How do solar PV panels work?
A solar PV system captures the sun’s energy and uses it to generate electricity. The system will continue to work even in cloudy conditions. Not only could you save money by generating your own electricity, you could also earn money from the Government's Feed-In Tariff.
Technical information made simple
Solar PV panels are made up of solar cells. Each cell is made from one or two layers of semi-conducting material, typically silicon, covered by non-reflective glass. Here’s how a typical system works:
- The light shines on the cell and this creates an electric field across the layers, causing electricity to flow.
- The electricity flows through a cable and is collected at a central point generally under the panels and located in your roof space.
- The electricity produced is Direct Current (DC) and needs to be converted to Alternate Current (AC) by an inverter which is fitted as part of the system. This is AC current is then used in your home to power your lights and appliances.
- If you don’t use all the electricity that you have generated, it will be fed into the National Grid automatically. It is estimated that you will export 50-75% of the electricity you generate. If the system can’t provide you with enough electricity, i.e. at night, the Grid will automatically supply you as it does now, for which you will be charged.
The stronger the sunshine, the more electricity you can produce, but PV cells don’t need direct sunlight to work – you can still generate some electricity on a cloudy day.
The strength of a PV cell is measured in kilowatt peak (kWp). That’s the amount of energy the cell generates in full sunlight. This rating will determine the amount of electricity that you can produce. Typical domestic units are 3 or 4 kWp.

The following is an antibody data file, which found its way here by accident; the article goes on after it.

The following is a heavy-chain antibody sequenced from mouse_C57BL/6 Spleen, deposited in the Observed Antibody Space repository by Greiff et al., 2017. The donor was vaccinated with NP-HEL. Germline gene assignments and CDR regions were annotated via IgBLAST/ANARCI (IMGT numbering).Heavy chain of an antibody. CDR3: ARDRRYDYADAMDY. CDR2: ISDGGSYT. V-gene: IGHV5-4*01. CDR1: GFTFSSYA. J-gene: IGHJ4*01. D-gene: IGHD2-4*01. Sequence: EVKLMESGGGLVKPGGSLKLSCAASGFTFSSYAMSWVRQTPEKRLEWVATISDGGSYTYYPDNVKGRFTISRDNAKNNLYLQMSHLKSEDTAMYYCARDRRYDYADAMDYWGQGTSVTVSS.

- Do solar PV installation prices include the price of scaffolding?
- Some PV installers do not include the cost of installing the necessary scaffold at your property when quoting costs. Make sure that you check this when comparing quotes from various installers.
- What is the difference between monocrystalline and polycrystalline PV panels?
- Firstly, they look different - polycrystalline wafer has a dark blue colour, whereas monocrystalline wafer is black. Monocrystalline panels tend to be slightly more expensive and efficient than polycrystalline panels,
- What guarantees do solar PV panels come with?
- It does vary from manufacturer to manufacturer but typically Solar PV panels will come with an output guarantee in the region of 20 and 25 years. The Inverter will have a shorter life, and your should budget to have this replaced once during the life of your system (25 years or more) and therefore has a shorter guarantee, typically around 5 years. The labour guarantee will depend on your installer and your should ask or study the fine print in your quote; 5 years is fairly typical.
- How are solar PV panels fixed to the roof?
- This will depend on the roof, but typically solar PV panels are fixed using rigid stainless steel brackets that are fixed directly to your roof rafters. The brackets hook out from underneath your existing tiles. Tiles or slates should not be drilled to fit the panels, nor should mastic/silicone be used to weatherproof your roof. Solar panels can be fitted to any roof type except thatched roofs.
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